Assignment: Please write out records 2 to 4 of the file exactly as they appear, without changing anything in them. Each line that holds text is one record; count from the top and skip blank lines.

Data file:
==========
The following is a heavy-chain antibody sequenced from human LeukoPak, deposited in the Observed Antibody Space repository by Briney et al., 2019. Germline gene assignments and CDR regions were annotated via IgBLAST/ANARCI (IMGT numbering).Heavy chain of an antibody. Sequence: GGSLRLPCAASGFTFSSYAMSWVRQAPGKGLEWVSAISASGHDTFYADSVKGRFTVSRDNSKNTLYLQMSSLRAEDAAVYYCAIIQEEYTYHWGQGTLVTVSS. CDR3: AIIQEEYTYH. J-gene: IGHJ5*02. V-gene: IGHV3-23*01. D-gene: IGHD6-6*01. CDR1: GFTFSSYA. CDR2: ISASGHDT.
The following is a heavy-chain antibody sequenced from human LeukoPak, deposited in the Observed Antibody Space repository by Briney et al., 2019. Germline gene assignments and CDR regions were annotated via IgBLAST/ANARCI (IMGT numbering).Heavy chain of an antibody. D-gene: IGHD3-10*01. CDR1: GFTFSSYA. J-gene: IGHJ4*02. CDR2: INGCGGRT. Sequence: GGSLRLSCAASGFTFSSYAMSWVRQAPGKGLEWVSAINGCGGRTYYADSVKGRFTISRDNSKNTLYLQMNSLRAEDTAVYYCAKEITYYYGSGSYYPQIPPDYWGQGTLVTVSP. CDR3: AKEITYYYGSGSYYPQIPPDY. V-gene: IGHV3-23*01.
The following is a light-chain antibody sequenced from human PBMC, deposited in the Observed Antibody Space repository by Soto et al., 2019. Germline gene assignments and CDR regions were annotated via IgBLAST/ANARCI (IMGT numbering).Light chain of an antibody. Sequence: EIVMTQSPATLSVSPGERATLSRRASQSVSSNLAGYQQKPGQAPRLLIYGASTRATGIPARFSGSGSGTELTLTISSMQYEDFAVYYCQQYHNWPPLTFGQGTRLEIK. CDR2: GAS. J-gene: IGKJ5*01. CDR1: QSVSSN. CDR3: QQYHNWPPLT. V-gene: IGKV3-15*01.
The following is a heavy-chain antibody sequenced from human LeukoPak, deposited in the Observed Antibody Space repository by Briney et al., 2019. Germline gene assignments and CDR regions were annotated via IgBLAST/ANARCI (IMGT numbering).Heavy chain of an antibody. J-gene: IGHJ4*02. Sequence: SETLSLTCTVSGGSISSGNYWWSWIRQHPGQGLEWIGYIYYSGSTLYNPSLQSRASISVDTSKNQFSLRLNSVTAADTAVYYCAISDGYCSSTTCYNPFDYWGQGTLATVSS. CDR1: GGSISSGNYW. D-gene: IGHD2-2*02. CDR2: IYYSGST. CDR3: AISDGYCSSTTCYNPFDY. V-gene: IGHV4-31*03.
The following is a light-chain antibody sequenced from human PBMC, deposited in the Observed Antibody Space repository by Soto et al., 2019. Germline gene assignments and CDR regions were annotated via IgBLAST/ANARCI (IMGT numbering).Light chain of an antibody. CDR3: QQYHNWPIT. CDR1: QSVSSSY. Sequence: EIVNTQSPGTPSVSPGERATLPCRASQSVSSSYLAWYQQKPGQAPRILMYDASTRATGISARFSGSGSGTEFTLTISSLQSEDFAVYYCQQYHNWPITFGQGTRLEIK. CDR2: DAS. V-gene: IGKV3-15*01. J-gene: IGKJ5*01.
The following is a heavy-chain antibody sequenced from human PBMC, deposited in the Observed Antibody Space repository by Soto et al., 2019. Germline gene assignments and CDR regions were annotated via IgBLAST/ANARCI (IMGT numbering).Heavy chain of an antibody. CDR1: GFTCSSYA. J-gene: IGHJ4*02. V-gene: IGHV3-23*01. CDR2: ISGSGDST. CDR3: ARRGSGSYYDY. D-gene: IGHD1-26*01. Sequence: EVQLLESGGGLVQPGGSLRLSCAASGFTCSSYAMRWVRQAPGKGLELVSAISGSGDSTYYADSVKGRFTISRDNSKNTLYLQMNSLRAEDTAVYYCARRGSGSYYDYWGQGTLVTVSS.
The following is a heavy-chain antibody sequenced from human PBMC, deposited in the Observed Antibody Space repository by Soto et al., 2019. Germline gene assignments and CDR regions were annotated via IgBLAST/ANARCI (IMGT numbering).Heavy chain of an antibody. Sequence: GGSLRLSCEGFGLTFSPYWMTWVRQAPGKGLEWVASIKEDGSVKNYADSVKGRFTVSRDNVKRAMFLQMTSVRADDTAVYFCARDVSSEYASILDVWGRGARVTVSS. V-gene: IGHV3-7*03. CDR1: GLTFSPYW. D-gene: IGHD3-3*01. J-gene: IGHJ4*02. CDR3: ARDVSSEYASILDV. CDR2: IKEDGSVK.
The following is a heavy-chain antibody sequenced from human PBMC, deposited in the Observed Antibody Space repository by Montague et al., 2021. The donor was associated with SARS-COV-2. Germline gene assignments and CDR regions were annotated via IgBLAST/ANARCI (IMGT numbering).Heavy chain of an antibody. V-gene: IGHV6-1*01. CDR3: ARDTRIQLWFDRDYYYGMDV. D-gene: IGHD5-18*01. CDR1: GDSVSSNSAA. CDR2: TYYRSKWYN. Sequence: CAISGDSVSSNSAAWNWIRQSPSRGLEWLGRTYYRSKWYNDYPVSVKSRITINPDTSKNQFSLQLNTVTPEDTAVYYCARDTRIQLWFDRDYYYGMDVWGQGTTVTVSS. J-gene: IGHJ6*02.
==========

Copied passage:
The following is a heavy-chain antibody sequenced from human LeukoPak, deposited in the Observed Antibody Space repository by Briney et al., 2019. Germline gene assignments and CDR regions were annotated via IgBLAST/ANARCI (IMGT numbering).Heavy chain of an antibody. D-gene: IGHD3-10*01. CDR1: GFTFSSYA. J-gene: IGHJ4*02. CDR2: INGCGGRT. Sequence: GGSLRLSCAASGFTFSSYAMSWVRQAPGKGLEWVSAINGCGGRTYYADSVKGRFTISRDNSKNTLYLQMNSLRAEDTAVYYCAKEITYYYGSGSYYPQIPPDYWGQGTLVTVSP. CDR3: AKEITYYYGSGSYYPQIPPDY. V-gene: IGHV3-23*01.
The following is a light-chain antibody sequenced from human PBMC, deposited in the Observed Antibody Space repository by Soto et al., 2019. Germline gene assignments and CDR regions were annotated via IgBLAST/ANARCI (IMGT numbering).Light chain of an antibody. Sequence: EIVMTQSPATLSVSPGERATLSRRASQSVSSNLAGYQQKPGQAPRLLIYGASTRATGIPARFSGSGSGTELTLTISSMQYEDFAVYYCQQYHNWPPLTFGQGTRLEIK. CDR2: GAS. J-gene: IGKJ5*01. CDR1: QSVSSN. CDR3: QQYHNWPPLT. V-gene: IGKV3-15*01.
The following is a heavy-chain antibody sequenced from human LeukoPak, deposited in the Observed Antibody Space repository by Briney et al., 2019. Germline gene assignments and CDR regions were annotated via IgBLAST/ANARCI (IMGT numbering).Heavy chain of an antibody. J-gene: IGHJ4*02. Sequence: SETLSLTCTVSGGSISSGNYWWSWIRQHPGQGLEWIGYIYYSGSTLYNPSLQSRASISVDTSKNQFSLRLNSVTAADTAVYYCAISDGYCSSTTCYNPFDYWGQGTLATVSS. CDR1: GGSISSGNYW. D-gene: IGHD2-2*02. CDR2: IYYSGST. CDR3: AISDGYCSSTTCYNPFDY. V-gene: IGHV4-31*03.